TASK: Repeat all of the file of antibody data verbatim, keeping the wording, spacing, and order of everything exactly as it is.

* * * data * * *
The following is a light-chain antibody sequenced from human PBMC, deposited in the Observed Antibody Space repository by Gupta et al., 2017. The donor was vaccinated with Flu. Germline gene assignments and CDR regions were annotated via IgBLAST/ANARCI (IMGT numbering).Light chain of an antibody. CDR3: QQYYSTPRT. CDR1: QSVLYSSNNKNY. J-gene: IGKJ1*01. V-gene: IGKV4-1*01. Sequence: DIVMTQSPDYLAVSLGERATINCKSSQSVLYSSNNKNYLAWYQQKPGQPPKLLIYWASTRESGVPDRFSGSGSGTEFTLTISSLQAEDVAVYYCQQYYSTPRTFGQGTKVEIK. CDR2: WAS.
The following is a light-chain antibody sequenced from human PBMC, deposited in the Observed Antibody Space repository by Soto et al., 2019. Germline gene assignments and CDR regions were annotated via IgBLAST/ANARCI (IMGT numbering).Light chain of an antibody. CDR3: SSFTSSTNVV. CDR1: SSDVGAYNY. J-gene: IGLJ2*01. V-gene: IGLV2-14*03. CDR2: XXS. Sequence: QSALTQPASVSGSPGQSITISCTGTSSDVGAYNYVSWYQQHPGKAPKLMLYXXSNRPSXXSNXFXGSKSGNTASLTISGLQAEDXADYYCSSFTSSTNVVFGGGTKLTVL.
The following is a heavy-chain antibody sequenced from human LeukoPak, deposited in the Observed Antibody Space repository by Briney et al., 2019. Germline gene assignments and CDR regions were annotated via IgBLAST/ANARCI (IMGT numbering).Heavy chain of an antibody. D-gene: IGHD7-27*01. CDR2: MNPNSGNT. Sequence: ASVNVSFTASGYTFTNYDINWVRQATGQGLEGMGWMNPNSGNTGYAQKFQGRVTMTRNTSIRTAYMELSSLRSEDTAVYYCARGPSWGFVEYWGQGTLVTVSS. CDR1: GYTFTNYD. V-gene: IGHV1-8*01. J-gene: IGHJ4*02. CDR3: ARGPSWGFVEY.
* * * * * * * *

The following is a light-chain antibody sequenced from human PBMC, deposited in the Observed Antibody Space repository by Gupta et al., 2017. The donor was vaccinated with Flu. Germline gene assignments and CDR regions were annotated via IgBLAST/ANARCI (IMGT numbering).Light chain of an antibody. CDR3: QQYYSTPRT. CDR1: QSVLYSSNNKNY. J-gene: IGKJ1*01. V-gene: IGKV4-1*01. Sequence: DIVMTQSPDYLAVSLGERATINCKSSQSVLYSSNNKNYLAWYQQKPGQPPKLLIYWASTRESGVPDRFSGSGSGTEFTLTISSLQAEDVAVYYCQQYYSTPRTFGQGTKVEIK. CDR2: WAS.
The following is a light-chain antibody sequenced from human PBMC, deposited in the Observed Antibody Space repository by Soto et al., 2019. Germline gene assignments and CDR regions were annotated via IgBLAST/ANARCI (IMGT numbering).Light chain of an antibody. CDR3: SSFTSSTNVV. CDR1: SSDVGAYNY. J-gene: IGLJ2*01. V-gene: IGLV2-14*03. CDR2: XXS. Sequence: QSALTQPASVSGSPGQSITISCTGTSSDVGAYNYVSWYQQHPGKAPKLMLYXXSNRPSXXSNXFXGSKSGNTASLTISGLQAEDXADYYCSSFTSSTNVVFGGGTKLTVL.
The following is a heavy-chain antibody sequenced from human LeukoPak, deposited in the Observed Antibody Space repository by Briney et al., 2019. Germline gene assignments and CDR regions were annotated via IgBLAST/ANARCI (IMGT numbering).Heavy chain of an antibody. D-gene: IGHD7-27*01. CDR2: MNPNSGNT. Sequence: ASVNVSFTASGYTFTNYDINWVRQATGQGLEGMGWMNPNSGNTGYAQKFQGRVTMTRNTSIRTAYMELSSLRSEDTAVYYCARGPSWGFVEYWGQGTLVTVSS. CDR1: GYTFTNYD. V-gene: IGHV1-8*01. J-gene: IGHJ4*02. CDR3: ARGPSWGFVEY.